Thursday, 16 November 2006

2nd Marquess of Castelo Rodrigo

D. Manuel de Moura Corte-Real (1582-1652), 2nd Marquis of Castelo Rodrigo (cr. 1600 by Philip III, king of Spain)
High Commander of the Order of Christ and Vedor da Fazenda (Chancelor of the Exchequer (1624), Governor of the Spanish Flanders (1644-1647), High Chamberlain of Philip IV and Ambassador to the Holy See.
He was the son of the powerful D. Cristóvão de Moura (1538-1613), 1st Marquess of Castelo Rodrigo, faithful follower of Philip II of Spain having decisively helped Philip in obtaining by force and corruption the vacant Crown of Portugal in 1580. For his loyal services to the Spanish Habsburgs he rose to high offices, namely member of the Council of Portugal and in Philip III’s reign as Vice-Roy of Portugal. His governement of Portugal is ill-remembered and still today is considered as to have strongly harmed Portugal with the levying of high taxes and following the interests of Spain.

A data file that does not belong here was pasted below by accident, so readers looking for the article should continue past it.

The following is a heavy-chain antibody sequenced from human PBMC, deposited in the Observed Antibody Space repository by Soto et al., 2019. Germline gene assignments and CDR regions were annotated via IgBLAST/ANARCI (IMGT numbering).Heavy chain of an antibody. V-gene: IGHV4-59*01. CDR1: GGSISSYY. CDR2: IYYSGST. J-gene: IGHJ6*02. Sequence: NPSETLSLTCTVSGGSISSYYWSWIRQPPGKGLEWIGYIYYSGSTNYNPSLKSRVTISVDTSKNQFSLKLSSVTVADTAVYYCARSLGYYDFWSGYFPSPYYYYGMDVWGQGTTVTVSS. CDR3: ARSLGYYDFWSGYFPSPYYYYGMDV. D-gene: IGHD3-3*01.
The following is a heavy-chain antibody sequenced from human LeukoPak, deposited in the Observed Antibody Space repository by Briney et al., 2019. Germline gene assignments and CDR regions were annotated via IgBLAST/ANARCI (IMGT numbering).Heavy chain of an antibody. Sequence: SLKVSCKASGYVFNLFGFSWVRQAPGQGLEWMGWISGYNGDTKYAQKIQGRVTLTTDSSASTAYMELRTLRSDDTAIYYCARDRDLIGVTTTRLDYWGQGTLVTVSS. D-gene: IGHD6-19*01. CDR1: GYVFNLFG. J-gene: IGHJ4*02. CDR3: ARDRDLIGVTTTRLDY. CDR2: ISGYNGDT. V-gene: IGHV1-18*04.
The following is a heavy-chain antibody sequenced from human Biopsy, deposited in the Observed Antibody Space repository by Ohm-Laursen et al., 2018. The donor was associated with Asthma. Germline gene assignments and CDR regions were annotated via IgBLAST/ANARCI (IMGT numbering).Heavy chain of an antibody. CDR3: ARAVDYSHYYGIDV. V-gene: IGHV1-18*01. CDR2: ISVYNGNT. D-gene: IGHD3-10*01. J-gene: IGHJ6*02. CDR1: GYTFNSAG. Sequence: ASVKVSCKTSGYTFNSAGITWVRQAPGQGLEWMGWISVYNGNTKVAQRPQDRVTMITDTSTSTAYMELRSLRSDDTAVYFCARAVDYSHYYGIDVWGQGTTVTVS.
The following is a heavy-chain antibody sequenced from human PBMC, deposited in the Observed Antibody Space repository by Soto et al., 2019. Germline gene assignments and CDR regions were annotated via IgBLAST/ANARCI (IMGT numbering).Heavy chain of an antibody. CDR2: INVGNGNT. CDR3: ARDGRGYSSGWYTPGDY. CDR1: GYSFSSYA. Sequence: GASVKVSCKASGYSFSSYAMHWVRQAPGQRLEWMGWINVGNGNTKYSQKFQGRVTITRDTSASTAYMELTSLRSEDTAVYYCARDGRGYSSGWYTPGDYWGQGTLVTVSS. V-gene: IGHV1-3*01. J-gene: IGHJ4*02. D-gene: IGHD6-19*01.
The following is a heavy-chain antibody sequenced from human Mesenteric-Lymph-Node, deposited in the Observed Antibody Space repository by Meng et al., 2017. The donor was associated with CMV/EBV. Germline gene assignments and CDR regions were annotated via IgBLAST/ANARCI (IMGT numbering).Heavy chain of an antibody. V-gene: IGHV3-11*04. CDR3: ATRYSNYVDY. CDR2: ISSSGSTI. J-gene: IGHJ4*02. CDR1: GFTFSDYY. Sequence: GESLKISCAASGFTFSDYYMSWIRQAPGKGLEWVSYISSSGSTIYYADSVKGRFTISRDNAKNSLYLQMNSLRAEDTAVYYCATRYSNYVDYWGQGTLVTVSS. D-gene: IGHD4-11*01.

After the Restoration, in 1640, the Marquess of Castelo Rodrigo remained faithful to the Spanish Austrians and did not return to Portugal where he was considered a traitor and had all his estates confiscated by the Crown. The Palace his father had built in 1590 at Castelo Rodrigo was sacked and destroyed by the populace after the Restoration, symbolizing the hatred to the Moura family.

Artist: Jan Schorkens (c. 1622)
Tech.: C2.
Size: 201mm x 311 mm
Arms: Quarterings: I, IV - Moura; II, III - Corte-Real. Crest: Moura & Corte-Real. Cross of the Castilian Order of Calatrava
The bookplate of the 2nd. Marquess of Castelo Rodrigo depicts two crests which was contrary to the Portuguese and Iberian heraldic traditions, and was probably due to the Flemish origin of the engraver.
If the claims against the nature of the bookplates of D. Jorge Almeida and of D. Afonso de Castelo Branco (see previous postings) are correct, this would be the oldest known Portuguese ex libris, dating from 1622 [1].
Jan Schorkens, was a well-known Flemish artist who worked in Madrid from 1618-1630 and accompanied King Philip III when he visited Lisbon

[1] Fausto Moreira Rato, Manual de Ex-Librística, subsídios para a história e arte dos ex-líbris, Imprensa Nacional-Casa da Moeda, Lisboa, 1976, pp. 32; Sérgio Avelar Duarte, Ex-Líbris Portugueses Heráldicos, Liv. Civilização Editora, Porto, 1990, p. 360.

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